In 1907, Winnetka architect William A. Otis built an elegant Cape Cod cottage for Allen Haines and his wife, Edith. Participants on September’s Cooks’ Tour house walk will get to see what another young couple has done to restore and expand the historic home for 21st century living. Every old house has a story. The story of the house that Edith and Allen Haines built opens in 1907 with visions of Cape Cod cottages and entertaining along the shores of Lake Michigan. Winnetka architect William A. Otis designed the home to the East Coast couples’s exact specifications, allowing ample room for a growing family, in-house staff, and elegant gardens for summer parties.
And so it would be for more than 100 years, as three more families moved in and out of the home, each making their own modifications and writing their own chapters. In fact, for the third family, the house was a surprise gift from a husband to a wife on their wedding day, after which they lived in it for 30 years and raised four sons.
Located on prime east Winnetka property in the midst of a hot real estate market, this old home’s story could have come to an end. But thanks to another young couple with similar East Coast sensibilities, the house that Edith and Allen Haines built has been restored, expanded, and reinvented—this time, with an infusion of Vermont. “Our vision was Vermont farmhouse meets Lake Michigan,” says the wife, explaining how she, a Wilmette native, and her husband, a Lake Bluffer, fell in love with Vermont while students at Middlebury College. “We love old houses so we wanted to preserve the look and feel of the Cape Cod and honor the old home quirks but update it for modern family living.”
Kenilworth architect Chip Hackley was hired to reinvent Otis’ Cape Cod creation, preserving original features such as the push-button light switches and original glass doorknobs — all while relocating the front entrance and adding a new garage with an attached rear “barn” for above-ground entertaining, Vermont style.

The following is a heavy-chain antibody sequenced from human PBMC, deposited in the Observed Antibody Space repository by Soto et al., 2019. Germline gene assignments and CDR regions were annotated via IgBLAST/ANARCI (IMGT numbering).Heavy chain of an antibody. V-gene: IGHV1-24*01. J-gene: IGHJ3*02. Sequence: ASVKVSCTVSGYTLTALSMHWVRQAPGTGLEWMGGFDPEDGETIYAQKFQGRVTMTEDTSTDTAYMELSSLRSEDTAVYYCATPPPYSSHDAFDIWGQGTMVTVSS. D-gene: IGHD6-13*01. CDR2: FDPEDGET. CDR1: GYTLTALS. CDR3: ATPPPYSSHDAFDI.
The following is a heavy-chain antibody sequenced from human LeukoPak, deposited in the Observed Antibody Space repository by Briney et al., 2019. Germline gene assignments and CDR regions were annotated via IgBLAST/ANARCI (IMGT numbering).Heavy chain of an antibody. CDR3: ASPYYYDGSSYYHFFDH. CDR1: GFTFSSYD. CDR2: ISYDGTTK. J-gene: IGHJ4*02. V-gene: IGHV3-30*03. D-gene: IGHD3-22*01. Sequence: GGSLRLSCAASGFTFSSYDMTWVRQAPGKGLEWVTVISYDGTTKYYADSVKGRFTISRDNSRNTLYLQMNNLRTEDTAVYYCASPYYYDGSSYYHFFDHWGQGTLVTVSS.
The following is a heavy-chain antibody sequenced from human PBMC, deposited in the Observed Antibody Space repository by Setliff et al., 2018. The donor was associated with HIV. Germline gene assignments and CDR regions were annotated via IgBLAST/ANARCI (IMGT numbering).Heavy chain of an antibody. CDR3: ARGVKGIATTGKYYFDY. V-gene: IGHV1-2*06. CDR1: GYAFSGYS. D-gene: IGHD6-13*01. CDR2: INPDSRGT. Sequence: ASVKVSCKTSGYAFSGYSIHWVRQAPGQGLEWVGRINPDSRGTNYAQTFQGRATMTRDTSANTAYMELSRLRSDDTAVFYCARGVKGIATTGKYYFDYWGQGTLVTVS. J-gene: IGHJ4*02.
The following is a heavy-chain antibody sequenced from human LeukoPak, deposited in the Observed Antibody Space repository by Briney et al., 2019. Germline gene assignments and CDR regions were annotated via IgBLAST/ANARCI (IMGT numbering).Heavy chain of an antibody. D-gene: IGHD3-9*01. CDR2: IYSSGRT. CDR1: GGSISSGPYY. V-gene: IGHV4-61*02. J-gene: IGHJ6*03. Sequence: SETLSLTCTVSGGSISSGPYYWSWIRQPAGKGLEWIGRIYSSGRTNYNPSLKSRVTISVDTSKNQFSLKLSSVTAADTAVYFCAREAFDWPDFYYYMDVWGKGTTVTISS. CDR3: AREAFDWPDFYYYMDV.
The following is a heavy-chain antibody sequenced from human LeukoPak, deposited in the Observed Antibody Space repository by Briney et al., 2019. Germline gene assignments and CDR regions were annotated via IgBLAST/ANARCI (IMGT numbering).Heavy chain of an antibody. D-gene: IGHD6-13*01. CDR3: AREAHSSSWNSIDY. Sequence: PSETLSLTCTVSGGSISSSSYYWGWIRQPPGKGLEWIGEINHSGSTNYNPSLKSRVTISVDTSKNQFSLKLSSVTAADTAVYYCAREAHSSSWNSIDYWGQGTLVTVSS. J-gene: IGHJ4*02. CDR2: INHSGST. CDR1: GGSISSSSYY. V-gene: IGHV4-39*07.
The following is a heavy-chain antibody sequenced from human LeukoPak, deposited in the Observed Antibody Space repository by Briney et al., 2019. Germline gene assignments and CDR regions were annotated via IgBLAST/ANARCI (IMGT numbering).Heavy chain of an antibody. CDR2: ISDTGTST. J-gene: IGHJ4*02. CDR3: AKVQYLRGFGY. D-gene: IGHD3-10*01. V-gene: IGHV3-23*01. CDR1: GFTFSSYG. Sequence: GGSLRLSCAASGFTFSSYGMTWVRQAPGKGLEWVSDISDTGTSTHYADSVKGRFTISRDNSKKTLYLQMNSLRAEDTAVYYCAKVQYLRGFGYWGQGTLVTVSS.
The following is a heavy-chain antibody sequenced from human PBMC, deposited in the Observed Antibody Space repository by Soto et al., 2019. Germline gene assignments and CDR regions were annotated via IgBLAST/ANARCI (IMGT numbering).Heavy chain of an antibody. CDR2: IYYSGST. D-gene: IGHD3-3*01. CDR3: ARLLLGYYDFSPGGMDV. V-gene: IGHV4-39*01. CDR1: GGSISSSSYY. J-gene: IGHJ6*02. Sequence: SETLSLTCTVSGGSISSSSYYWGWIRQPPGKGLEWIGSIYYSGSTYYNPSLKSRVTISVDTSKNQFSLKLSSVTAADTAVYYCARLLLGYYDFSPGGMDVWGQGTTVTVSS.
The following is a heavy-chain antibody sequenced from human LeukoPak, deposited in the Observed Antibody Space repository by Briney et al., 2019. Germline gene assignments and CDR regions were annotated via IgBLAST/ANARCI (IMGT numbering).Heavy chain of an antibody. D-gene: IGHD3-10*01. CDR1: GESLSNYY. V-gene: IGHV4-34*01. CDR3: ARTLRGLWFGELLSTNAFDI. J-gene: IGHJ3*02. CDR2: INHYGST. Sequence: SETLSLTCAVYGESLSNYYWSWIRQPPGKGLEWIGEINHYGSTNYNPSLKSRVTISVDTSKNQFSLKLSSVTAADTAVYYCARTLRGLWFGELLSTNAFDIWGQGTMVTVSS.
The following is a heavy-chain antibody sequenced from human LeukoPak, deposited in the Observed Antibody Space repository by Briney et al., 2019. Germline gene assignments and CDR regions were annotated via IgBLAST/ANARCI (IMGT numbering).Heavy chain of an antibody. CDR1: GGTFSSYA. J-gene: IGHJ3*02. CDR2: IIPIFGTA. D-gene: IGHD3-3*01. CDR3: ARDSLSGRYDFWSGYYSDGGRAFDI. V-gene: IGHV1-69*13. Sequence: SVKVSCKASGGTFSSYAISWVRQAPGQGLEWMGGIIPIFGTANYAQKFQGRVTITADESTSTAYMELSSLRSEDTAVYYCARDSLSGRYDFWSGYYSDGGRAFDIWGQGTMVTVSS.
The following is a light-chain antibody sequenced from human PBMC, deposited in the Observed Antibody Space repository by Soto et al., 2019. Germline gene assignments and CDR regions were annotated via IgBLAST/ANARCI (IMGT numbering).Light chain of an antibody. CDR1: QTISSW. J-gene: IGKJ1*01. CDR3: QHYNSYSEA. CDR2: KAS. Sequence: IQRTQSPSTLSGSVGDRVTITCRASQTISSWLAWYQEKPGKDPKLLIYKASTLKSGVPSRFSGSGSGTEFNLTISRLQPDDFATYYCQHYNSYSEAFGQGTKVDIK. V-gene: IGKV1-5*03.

Later this month, guests on the 2016 Cooks’ Tour house walk will get to see it for themselves. The home is one of five featured in the September 21 benefit for Rush University Medical Center’s new “Road Home Program: The Center for Veterans and their Families.”
The couple is excited to share the results of their labor of love with the community and hopes that people see that historic homes can be preserved and updated at the same time. “I love that the Cooks’ Tour is focused on renovated old homes and well-designed new homes that are contextual within our community,” says the wife. “This home had such great history. We wanted to restore it to last for the next 100 years.”
The Cooks’ Tour, a private, invitation-only event hosted by The Auxiliary Board of Rush University Medical Center, has been giving guests the opportunity to tour distinctive North Shore homes for more than 40 years. 2016 Cook’s Tour sponsors include the William W. and Pamela C. Lane Foundation, The Hudson Company (in-kind), William Blair, and The Noodle (in-kind).
The family’s Vermont farmhouse near the lake will be decked in donated foral designs and other elaborate décor customary during the house walk, but on an ordinary Saturday afternoon, it’s family business as usual.